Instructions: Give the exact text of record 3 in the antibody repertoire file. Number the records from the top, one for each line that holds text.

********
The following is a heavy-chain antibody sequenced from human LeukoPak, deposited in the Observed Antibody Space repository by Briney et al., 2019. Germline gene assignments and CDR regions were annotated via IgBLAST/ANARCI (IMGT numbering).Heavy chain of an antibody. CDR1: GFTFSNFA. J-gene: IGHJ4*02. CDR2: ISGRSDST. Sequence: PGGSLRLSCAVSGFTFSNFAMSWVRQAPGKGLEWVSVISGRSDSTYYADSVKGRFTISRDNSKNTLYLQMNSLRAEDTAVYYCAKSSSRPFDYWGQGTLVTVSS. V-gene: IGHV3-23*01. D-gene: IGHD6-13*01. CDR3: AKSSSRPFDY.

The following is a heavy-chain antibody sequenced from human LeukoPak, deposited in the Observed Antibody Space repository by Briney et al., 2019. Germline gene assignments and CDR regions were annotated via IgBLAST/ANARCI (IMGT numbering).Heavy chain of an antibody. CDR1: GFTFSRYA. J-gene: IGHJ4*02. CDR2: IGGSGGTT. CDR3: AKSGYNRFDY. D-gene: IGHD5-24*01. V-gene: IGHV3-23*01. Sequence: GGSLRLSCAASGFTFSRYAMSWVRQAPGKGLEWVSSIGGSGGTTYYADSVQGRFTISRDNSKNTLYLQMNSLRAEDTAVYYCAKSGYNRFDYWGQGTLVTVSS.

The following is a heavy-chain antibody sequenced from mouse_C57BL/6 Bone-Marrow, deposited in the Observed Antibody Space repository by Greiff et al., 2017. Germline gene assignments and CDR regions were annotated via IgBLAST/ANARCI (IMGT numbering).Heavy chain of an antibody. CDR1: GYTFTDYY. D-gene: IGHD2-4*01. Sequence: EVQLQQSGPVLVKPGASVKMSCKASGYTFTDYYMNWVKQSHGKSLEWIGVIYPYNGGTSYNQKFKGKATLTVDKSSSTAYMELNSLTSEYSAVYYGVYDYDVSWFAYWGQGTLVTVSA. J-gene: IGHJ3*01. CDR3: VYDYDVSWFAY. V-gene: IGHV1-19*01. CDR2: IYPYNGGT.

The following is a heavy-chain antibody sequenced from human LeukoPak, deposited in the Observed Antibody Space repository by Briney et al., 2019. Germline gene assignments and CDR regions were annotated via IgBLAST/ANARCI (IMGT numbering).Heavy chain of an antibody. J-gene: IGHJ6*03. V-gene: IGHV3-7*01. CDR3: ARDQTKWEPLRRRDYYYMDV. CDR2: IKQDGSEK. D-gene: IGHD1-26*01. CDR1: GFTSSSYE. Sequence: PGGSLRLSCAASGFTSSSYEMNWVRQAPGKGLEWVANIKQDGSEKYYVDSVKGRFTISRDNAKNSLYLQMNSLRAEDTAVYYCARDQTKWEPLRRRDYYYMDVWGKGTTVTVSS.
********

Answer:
The following is a heavy-chain antibody sequenced from mouse_C57BL/6 Bone-Marrow, deposited in the Observed Antibody Space repository by Greiff et al., 2017. Germline gene assignments and CDR regions were annotated via IgBLAST/ANARCI (IMGT numbering).Heavy chain of an antibody. CDR1: GYTFTDYY. D-gene: IGHD2-4*01. Sequence: EVQLQQSGPVLVKPGASVKMSCKASGYTFTDYYMNWVKQSHGKSLEWIGVIYPYNGGTSYNQKFKGKATLTVDKSSSTAYMELNSLTSEYSAVYYGVYDYDVSWFAYWGQGTLVTVSA. J-gene: IGHJ3*01. CDR3: VYDYDVSWFAY. V-gene: IGHV1-19*01. CDR2: IYPYNGGT.